Saturday, July 27, 2013
SPIEGEL ONLINE: You're a commercial success, and that includes pop culture too. Your video for "I Fink U Freeky" helped put the South African group Die Antwoord on the map internationally. The clip has been viewed more than 33 million times on YouTube.
Ballen: I knew the artists for many years. Seven years ago the vocalists contacted me and told me they identified with my work. Both of them, Ninja and Yolandi, sent some of their music videos. At first I didn't know what to do with them because I wasn't a video maker. Two years later, they came from Cape Town to Johannesburg, where I live, and I took my first pictures of them. In 2010, we integrated my drawings into one of their videos. It went viral, and that's also when their career took off.
SPIEGEL ONLINE: What was it like to direct "I Fink U Freeky?"
Ballen: Our relationship is built on seeing eye to eye. They like the aesthetic I represent: strong, intense photographs that penetrate people's psyche. All this is also relevant to their music. But it was real teamwork, and things just clicked into place: their music combined with my backgrounds and subjects that I have worked with for years.
SPIEGEL ONLINE: When did you get into photography?
Ballen: When I was 18 I finally got my first serious camera, a Nikon FTN. From 1968 to 1972, I studied psychology at Berkeley, and I did a lot of photography during those years. It was a pivotal time in the national culture, and Berkeley epitomized the counterculture. At the time, my work was quite socially and politically oriented, focused on anti-Vietnam protests and civil rights.
SPIEGEL ONLINE: After you graduated, you moved to South Africa, which was still under apartheid. How does a Berkeley graduate arrive at such an idea?
Ballen: I got to South Africa in a rather roundabout way. After 5 years of traveling the world and putting together my first book, "Boyhood," I went to the Colorado School of Mines, and graduated with a Ph.D. in Mineral Economics in 1981. I didn't find it easy to be in America at that time. I felt overwhelmed with the competitive and corporate nature of society. What I liked about South Africa when I first visited in the 1970s was that you lived as though you were in the First World but also had a lot of Third World around you.
SPIEGEL ONLINE: But surely apartheid didn't just pass you by?
Ballen: Not at all. I felt the best way for me to make political change was through photography -- my kind of photography. My book "Platteland" had a huge impact on South Africans' perceptions of themselves. It showed white people who lived at the margins of society. It broke the myth of white supremacy. When it was published, I was subjected to a lot of accusations. I was considered a whistleblower like Edward Snowden at the time.
SPIEGEL ONLINE: Does that make "Platteland" a primarily political book?
Ballen: Not in my eyes. For me, the purpose of the book was to deal with aspects of the human condition as I perceived it. And that comes across to this day. The images in "Platteland" have meaning even to a generation in the United States and Europe that knows little about apartheid.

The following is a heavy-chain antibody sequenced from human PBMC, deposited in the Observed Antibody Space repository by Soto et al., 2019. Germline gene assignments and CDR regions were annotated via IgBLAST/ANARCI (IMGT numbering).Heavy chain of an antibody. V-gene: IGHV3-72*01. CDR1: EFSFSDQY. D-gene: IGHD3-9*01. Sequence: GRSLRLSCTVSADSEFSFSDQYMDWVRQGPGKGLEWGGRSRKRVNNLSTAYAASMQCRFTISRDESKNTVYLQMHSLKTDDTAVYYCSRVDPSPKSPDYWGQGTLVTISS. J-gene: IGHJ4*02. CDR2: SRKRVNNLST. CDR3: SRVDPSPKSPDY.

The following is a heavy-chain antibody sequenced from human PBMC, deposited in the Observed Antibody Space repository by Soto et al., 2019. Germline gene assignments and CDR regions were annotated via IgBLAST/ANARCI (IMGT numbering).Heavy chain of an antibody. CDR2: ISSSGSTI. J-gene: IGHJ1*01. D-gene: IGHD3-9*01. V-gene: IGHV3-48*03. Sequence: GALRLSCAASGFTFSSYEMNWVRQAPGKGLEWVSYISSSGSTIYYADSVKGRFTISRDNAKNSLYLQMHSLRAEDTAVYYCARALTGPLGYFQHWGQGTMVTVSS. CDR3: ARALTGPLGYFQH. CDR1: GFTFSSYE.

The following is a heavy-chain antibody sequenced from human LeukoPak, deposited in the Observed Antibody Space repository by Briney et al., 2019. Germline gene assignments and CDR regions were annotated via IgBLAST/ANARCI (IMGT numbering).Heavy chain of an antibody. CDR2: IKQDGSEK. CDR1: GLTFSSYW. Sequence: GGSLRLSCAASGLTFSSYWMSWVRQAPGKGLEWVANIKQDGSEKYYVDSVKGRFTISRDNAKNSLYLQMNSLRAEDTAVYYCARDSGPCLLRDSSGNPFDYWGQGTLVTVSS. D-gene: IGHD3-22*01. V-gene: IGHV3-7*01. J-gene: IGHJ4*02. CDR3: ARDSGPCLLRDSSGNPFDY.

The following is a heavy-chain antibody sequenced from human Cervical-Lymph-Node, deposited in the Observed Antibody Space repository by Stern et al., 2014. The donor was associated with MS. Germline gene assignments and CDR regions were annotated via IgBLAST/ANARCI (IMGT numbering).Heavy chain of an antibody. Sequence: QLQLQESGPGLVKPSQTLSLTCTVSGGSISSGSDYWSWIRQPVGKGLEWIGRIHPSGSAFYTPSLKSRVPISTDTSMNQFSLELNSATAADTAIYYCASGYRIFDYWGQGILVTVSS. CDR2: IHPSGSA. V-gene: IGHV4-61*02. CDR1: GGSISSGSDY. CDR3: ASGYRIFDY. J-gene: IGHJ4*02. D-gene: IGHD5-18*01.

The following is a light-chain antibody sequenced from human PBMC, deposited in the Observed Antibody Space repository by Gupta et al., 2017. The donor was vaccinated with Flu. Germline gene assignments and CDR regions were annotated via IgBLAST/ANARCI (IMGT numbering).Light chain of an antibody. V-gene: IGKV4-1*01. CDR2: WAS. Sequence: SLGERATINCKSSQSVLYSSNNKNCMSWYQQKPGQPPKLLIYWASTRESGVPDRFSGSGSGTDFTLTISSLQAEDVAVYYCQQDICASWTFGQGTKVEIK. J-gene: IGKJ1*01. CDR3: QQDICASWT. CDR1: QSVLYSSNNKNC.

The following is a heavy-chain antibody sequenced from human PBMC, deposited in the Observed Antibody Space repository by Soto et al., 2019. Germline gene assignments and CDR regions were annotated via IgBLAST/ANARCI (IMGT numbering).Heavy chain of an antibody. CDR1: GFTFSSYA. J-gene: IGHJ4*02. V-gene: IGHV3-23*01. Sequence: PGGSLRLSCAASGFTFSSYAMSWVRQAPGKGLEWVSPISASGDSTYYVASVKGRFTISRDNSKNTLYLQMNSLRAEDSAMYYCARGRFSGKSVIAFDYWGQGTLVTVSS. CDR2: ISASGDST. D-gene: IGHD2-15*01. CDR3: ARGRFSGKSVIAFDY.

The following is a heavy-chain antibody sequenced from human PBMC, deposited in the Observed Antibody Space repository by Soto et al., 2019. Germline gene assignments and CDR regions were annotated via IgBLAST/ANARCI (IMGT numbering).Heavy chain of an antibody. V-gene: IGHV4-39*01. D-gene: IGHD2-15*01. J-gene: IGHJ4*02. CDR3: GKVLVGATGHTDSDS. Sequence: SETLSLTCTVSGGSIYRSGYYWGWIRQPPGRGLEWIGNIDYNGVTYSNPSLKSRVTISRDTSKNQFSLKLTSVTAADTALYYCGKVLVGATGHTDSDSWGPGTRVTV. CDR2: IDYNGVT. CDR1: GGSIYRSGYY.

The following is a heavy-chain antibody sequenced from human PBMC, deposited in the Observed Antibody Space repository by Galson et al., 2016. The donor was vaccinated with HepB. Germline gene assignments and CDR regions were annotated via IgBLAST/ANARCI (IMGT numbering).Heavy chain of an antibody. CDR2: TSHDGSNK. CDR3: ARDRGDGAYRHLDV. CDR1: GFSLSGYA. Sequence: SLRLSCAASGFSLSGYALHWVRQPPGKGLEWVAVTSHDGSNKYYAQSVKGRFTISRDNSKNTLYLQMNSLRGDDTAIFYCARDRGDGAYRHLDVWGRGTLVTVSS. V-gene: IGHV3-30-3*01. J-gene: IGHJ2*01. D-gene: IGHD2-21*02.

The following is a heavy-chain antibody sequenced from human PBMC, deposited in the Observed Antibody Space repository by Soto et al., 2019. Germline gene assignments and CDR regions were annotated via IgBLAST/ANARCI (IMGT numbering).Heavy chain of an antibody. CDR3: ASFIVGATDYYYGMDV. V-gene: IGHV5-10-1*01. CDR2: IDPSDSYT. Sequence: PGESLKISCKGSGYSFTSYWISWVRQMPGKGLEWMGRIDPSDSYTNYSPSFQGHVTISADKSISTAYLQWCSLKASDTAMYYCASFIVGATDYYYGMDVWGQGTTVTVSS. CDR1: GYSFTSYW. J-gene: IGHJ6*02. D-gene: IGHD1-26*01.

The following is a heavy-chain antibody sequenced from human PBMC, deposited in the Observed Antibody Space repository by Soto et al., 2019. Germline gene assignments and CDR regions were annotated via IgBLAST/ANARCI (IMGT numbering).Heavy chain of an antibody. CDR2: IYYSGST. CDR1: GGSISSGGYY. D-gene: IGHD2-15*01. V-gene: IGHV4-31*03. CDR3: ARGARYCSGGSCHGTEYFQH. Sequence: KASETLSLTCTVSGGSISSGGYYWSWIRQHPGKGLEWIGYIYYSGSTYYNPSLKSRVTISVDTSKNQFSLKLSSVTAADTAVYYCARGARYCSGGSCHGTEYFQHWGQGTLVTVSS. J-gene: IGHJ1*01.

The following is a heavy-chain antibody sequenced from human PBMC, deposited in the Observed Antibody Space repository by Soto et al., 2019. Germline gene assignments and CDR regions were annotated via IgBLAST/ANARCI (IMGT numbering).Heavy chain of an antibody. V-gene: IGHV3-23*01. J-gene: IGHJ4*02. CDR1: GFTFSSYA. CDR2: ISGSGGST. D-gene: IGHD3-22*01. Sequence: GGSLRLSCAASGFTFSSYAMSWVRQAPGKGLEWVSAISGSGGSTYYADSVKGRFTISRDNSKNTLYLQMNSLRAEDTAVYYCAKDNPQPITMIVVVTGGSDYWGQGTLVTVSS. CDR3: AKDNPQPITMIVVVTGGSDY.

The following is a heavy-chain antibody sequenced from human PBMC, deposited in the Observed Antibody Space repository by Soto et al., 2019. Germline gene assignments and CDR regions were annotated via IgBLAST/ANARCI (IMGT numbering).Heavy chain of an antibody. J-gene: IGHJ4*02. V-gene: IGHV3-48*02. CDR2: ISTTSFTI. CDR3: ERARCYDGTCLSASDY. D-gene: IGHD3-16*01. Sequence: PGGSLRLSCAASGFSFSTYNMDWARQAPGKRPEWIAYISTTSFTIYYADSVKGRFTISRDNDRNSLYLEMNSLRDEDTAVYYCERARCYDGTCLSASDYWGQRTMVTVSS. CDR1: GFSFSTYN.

Tuesday, July 9, 2013
RAVENS ARE CLEVER ENOUGH TO HAVE A SENSE OF HUMOR AND TO BE MISCHIEVOUS.
Ravens in the Tower of London
According to legend, the Kingdom of England will fall if the ravens of the Tower of London are removed.
It had been thought that there have been at least six ravens in residence at the tower for centuries.
The earliest known reference to a Tower raven is a picture in the newspaper The Pictorial World in 1883.
This and scattered subsequent references, both literary and visual, which appear in the late nineteenth to early twentieth century, place them near the monument commemorating those beheaded at the tower, popularly known as the “scaffold.”
This strongly suggests that the ravens, which are notorious for gathering at gallows, were originally used to dramatize tales of imprisonment and execution at the tower told to tourists by the Yeomen Warders.
There is evidence that the original ravens were donated to the tower by the Earls of Dunraven, perhaps because of their association with the Celtic raven-god Bran.
However wild ravens, which were once abundant in London and often seen around meat markets (such as nearby Eastcheap) feasting for scraps, could have roosted at the Tower in earlier times.
During the Second World War, most of the Tower's ravens perished through shock during bombing raids, leaving only a mated pair named "Mabel" and "Grip."
Shortly before the Tower reopened to the public, Mabel flew away, leaving Grip despondent. A couple of weeks later, Grip also flew away, probably in search of his mate. The incident was reported in several newspapers, and some of the stories contained the first references in print to the legend that the British Empire would fall if the ravens left the tower.
Since the Empire was dismantled shortly afterward, those who are superstitious might interpret events as a confirmation of the legend. Before the tower reopened to the public on 1 January 1946, care was taken to ensure that a new set of ravens was in place.
Ravens in the Tower of London
Portrait by Colin O’Brien